Because of their large presence, the toxic impact of these emerging mycotoxins started to be investigated and all the new findings raise serious concerns about the harmful character of these mycotoxins (Figure 2). Most of the Alternaria mycotoxins are well known to have estrogenic activity as they are able to bind and activate oestrogen receptors. In other words, they cause reproductive problems. This is relevant as up until recently it was generally believed that zearalenone was the only mycotoxin that can cause this type of symptoms. Interestingly, it was recently discovered that the co-occurrence of Alternaria mycotoxins with zearalenone can potentiate an accumulative estrogenic toxic effect. On the other hand, tenuazonic acid can seriously damage intestinal tissues and induce intestinal haemorrhage where even sub-acute exposure has been linked with bloody diarrhoea.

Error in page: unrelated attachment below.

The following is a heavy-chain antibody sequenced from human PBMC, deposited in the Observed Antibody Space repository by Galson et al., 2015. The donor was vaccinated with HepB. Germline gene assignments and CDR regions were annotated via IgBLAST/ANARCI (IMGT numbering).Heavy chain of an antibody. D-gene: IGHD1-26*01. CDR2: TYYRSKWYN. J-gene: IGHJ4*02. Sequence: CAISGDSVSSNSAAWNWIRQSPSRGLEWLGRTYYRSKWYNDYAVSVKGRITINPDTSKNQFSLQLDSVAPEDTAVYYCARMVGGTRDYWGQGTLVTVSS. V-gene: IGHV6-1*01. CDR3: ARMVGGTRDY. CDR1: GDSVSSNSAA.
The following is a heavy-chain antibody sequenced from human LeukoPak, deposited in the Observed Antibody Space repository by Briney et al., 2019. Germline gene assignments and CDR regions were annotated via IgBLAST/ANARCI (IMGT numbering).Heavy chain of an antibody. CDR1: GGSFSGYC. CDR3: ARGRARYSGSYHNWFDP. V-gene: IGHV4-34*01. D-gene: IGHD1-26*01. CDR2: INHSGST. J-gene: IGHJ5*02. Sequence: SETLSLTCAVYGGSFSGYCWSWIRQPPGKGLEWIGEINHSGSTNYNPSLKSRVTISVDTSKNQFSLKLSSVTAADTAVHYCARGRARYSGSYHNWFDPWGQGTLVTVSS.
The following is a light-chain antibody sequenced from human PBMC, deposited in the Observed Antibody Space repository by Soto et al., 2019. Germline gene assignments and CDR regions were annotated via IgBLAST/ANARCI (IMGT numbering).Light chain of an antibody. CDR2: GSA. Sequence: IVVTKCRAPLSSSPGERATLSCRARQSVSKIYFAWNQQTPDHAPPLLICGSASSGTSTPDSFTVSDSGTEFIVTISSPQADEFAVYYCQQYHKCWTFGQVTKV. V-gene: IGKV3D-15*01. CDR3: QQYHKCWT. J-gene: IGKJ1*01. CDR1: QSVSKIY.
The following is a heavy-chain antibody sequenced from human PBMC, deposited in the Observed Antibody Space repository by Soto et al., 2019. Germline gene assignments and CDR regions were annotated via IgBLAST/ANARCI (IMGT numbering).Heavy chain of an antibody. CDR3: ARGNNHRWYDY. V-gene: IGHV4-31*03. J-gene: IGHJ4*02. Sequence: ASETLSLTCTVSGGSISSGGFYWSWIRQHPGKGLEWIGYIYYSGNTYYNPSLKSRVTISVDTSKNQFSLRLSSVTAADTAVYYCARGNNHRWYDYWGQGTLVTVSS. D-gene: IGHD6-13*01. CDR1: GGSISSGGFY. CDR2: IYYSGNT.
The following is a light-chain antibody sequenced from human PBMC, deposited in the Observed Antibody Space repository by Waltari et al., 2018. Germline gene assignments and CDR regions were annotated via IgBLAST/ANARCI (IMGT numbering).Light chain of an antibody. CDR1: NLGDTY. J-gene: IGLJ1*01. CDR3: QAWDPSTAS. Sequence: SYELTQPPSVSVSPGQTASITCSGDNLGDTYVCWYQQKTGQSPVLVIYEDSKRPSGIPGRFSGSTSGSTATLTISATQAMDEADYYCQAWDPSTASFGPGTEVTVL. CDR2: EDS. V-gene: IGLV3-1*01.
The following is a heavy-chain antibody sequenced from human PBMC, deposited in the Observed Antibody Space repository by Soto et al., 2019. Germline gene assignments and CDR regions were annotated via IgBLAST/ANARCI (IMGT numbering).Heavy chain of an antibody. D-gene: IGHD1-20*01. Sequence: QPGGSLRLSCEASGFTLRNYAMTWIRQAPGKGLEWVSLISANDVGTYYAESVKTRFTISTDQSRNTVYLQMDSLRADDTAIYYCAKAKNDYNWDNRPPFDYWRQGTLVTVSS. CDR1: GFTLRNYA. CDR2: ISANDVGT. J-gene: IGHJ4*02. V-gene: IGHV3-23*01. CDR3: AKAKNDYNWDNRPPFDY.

With regards to emerging Fusarium mycotoxins (enniatins and beauvericin), all studies reveal that they can exert a significant negative impact on intestinal tissues. For example, enniatin A1 was twice as toxic as deoxynivalenol in intestinal cells. Additionally, some studies demonstrated a toxic effect of beauvericin and enniatins on the reproductive system as they all altered the production of sexual hormones such as oestradiol and progesterone in ruminants. Also, beauvericin impaired the development of oocytes and early embryos. Importantly, emerging mycotoxin can also have a big impact on rumen. For example, beauvericin and enniatins have strong antibiotic properties and they can modify functional microflora of the rumen. Also, it should not be forgotten that all mycotoxins exert some level of immunocompromising effect and data from several studies suggest that these emerging mycotoxins are capable of impairing the immune response, therefore, predisposing animals to other infections as mastitis.